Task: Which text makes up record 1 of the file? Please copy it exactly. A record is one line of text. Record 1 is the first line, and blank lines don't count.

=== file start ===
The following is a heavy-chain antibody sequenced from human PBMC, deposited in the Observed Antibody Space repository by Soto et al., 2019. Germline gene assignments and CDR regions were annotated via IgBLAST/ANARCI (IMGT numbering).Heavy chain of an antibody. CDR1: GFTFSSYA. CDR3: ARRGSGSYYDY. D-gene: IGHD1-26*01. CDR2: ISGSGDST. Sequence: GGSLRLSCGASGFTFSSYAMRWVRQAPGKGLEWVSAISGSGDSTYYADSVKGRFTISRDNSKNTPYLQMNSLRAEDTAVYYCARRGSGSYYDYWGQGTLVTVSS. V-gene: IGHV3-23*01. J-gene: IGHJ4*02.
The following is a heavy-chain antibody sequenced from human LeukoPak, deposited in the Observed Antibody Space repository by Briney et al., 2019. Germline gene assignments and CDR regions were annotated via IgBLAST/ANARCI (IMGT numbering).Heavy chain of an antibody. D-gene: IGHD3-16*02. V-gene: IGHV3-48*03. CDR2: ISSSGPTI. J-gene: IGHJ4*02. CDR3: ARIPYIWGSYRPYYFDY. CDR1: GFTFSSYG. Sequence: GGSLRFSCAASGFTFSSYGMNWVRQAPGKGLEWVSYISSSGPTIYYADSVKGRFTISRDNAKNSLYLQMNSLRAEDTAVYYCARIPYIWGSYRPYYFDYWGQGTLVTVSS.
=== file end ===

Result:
The following is a heavy-chain antibody sequenced from human PBMC, deposited in the Observed Antibody Space repository by Soto et al., 2019. Germline gene assignments and CDR regions were annotated via IgBLAST/ANARCI (IMGT numbering).Heavy chain of an antibody. CDR1: GFTFSSYA. CDR3: ARRGSGSYYDY. D-gene: IGHD1-26*01. CDR2: ISGSGDST. Sequence: GGSLRLSCGASGFTFSSYAMRWVRQAPGKGLEWVSAISGSGDSTYYADSVKGRFTISRDNSKNTPYLQMNSLRAEDTAVYYCARRGSGSYYDYWGQGTLVTVSS. V-gene: IGHV3-23*01. J-gene: IGHJ4*02.